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Dear Dr. Roach: Your recent column regarding probiotics was very interesting. While I would think that following the Mediterranean diet is excellent advice, for folks like myself, with IBS, it isn't a totally doable thing. Therefore, the questions asked by the writer are important: "Does the number of bacteria matter more than the types listed on the container? Does one take them daily, for a brief time period, or for extended time periods?"

-- P.J.S.

A: My column on healthy bacteria in the gut noted that a healthy diet, such as the Mediterranean diet, induces a change in the microbiome associated with better health outcomes. But P.J.S. is right that this diet isn't right for everyone.

I do not recommend probiotics for everybody. In fact, for people with no gut symptoms, probiotics are unnecessary. However, they have been shown to be useful in some gastrointestinal conditions, such as inflammatory bowel disease and irritable bowel syndrome.

There are no good studies to directly answer your question about type versus concentration of bacteria. However, my suspicion is that the type of bacteria is more likely to matter: Examples of probiotics that have some evidence showing improvement in IBS include Bifidobacterium infantis and Lactobacillus salivarius. Other species of the same bacterial genus also have shown benefit. My clinical experience with probiotics is that what works for one person may not work for another.

The trials using these probiotics generally lasted four to eight weeks. As the goal is to change the types of bacteria living in the gut, a general recommendation is taking them only four to eight weeks. At least one study showed that symptoms continued to improve a year after finishing the probiotics.

Dear Dr. Roach: I am a postmenopausal woman with osteoporosis (my T-score is -3.2) in my spine. I used alendronate, but stopped because it caused bone pain. I haven't been on any medication for a few months now, but I have started walking 40 minutes every day and I use weights. Also, I monitor my calcium and vitamin D carefully. My last bloodwork all came back good. My doctor would like me to try Tymlos. I can't find much information about it except that it hasn't been out long and may cause osteosarcoma. Do you know what the chance of this might be? A similar drug, Forteo, is not covered by my insurance, even though it has been around longer.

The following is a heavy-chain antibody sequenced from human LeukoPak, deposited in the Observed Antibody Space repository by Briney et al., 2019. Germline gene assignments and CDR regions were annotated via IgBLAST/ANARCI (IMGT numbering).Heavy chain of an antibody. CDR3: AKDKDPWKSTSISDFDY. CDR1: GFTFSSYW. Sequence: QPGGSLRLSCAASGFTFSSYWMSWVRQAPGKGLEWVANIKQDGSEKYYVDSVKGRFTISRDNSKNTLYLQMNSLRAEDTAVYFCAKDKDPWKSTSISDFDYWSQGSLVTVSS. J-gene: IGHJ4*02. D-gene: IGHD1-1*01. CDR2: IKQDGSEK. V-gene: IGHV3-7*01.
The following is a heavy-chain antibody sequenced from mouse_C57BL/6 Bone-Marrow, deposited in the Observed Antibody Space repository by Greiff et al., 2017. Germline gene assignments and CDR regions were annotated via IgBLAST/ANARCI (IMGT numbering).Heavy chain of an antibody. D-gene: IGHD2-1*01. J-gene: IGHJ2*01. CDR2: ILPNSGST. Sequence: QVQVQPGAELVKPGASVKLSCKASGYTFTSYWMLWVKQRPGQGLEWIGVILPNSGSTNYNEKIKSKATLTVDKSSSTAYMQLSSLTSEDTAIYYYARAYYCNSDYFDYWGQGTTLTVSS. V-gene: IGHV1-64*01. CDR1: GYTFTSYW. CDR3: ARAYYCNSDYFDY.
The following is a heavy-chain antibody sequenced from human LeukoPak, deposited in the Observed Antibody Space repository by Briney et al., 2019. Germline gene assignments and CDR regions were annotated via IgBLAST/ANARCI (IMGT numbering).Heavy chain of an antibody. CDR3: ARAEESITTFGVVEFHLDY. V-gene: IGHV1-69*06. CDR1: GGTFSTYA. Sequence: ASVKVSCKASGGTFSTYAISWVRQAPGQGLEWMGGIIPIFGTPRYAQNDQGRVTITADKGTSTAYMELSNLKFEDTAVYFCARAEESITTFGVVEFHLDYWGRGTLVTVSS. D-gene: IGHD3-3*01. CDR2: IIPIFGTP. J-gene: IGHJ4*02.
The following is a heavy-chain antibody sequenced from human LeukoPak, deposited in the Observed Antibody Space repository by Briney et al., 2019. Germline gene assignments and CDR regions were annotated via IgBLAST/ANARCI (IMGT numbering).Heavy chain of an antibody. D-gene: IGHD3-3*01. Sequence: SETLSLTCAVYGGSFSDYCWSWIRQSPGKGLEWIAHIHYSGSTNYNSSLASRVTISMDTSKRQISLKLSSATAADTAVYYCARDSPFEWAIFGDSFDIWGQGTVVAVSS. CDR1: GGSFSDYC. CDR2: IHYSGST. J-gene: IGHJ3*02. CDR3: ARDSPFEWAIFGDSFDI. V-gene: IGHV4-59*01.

-- M.L.

A: Abaloparatide (Tymlos) is an analog of parathyroid hormone. It works against osteoporosis by stimulating bone growth. This is different from the mechanism of alendronate (Fosamax) and related drugs; those work by preventing bone reabsorption.

Teriparatide (Forteo) indeed works the same way as Tymlos. During drug testing, teriparatide was found to increase the risk of a type of bone cancer, osteogenic sarcoma, in rats. Because of this, the Food and Drug Administration required a black-box warning, the agency's highest degree of caution. However, a study on women who have taken Forteo showed no cases of osteogenic sarcoma in the first seven years of the study, and only a handful of cases have ever been reported in people taking Forteo. In fact, the number of cases reported is less than would have been expected if there were no association between the drug and the cancer. It appears so far that Forteo does not increase risk for bone cancer, and there's no reason to expect that Tymlos will do so.

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Dr. Keith Roach writes for North America Syndicate. Send letters to 628 Virginia Dr., Orlando, FL 32803 or email ToYourGoodHealth@med.cornell.edu.

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